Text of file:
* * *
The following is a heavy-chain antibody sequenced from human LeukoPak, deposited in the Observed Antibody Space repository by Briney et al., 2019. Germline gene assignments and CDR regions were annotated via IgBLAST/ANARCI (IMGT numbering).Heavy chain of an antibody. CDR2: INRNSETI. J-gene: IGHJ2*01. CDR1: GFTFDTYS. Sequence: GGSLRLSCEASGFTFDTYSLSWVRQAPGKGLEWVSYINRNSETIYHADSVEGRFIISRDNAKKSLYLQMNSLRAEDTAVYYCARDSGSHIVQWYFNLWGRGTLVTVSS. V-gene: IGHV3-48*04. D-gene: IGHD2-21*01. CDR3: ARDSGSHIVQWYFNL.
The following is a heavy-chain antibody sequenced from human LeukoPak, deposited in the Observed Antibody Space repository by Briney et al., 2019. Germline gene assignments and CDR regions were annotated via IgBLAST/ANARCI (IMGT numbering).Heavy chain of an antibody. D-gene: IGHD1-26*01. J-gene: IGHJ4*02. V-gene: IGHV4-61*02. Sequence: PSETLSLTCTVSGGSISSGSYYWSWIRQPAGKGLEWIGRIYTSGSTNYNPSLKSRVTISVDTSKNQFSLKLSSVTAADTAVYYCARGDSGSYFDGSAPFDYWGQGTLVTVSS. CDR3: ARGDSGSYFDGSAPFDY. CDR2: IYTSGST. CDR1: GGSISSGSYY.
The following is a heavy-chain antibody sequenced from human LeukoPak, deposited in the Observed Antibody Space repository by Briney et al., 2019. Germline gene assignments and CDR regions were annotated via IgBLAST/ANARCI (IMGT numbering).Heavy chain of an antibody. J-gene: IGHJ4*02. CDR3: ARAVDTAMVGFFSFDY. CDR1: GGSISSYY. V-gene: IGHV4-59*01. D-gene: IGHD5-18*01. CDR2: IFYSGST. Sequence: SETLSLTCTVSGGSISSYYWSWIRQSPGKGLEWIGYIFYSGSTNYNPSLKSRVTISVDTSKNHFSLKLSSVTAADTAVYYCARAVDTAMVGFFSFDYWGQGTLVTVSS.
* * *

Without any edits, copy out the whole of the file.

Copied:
The following is a heavy-chain antibody sequenced from human LeukoPak, deposited in the Observed Antibody Space repository by Briney et al., 2019. Germline gene assignments and CDR regions were annotated via IgBLAST/ANARCI (IMGT numbering).Heavy chain of an antibody. CDR2: INRNSETI. J-gene: IGHJ2*01. CDR1: GFTFDTYS. Sequence: GGSLRLSCEASGFTFDTYSLSWVRQAPGKGLEWVSYINRNSETIYHADSVEGRFIISRDNAKKSLYLQMNSLRAEDTAVYYCARDSGSHIVQWYFNLWGRGTLVTVSS. V-gene: IGHV3-48*04. D-gene: IGHD2-21*01. CDR3: ARDSGSHIVQWYFNL.
The following is a heavy-chain antibody sequenced from human LeukoPak, deposited in the Observed Antibody Space repository by Briney et al., 2019. Germline gene assignments and CDR regions were annotated via IgBLAST/ANARCI (IMGT numbering).Heavy chain of an antibody. D-gene: IGHD1-26*01. J-gene: IGHJ4*02. V-gene: IGHV4-61*02. Sequence: PSETLSLTCTVSGGSISSGSYYWSWIRQPAGKGLEWIGRIYTSGSTNYNPSLKSRVTISVDTSKNQFSLKLSSVTAADTAVYYCARGDSGSYFDGSAPFDYWGQGTLVTVSS. CDR3: ARGDSGSYFDGSAPFDY. CDR2: IYTSGST. CDR1: GGSISSGSYY.
The following is a heavy-chain antibody sequenced from human LeukoPak, deposited in the Observed Antibody Space repository by Briney et al., 2019. Germline gene assignments and CDR regions were annotated via IgBLAST/ANARCI (IMGT numbering).Heavy chain of an antibody. J-gene: IGHJ4*02. CDR3: ARAVDTAMVGFFSFDY. CDR1: GGSISSYY. V-gene: IGHV4-59*01. D-gene: IGHD5-18*01. CDR2: IFYSGST. Sequence: SETLSLTCTVSGGSISSYYWSWIRQSPGKGLEWIGYIFYSGSTNYNPSLKSRVTISVDTSKNHFSLKLSSVTAADTAVYYCARAVDTAMVGFFSFDYWGQGTLVTVSS.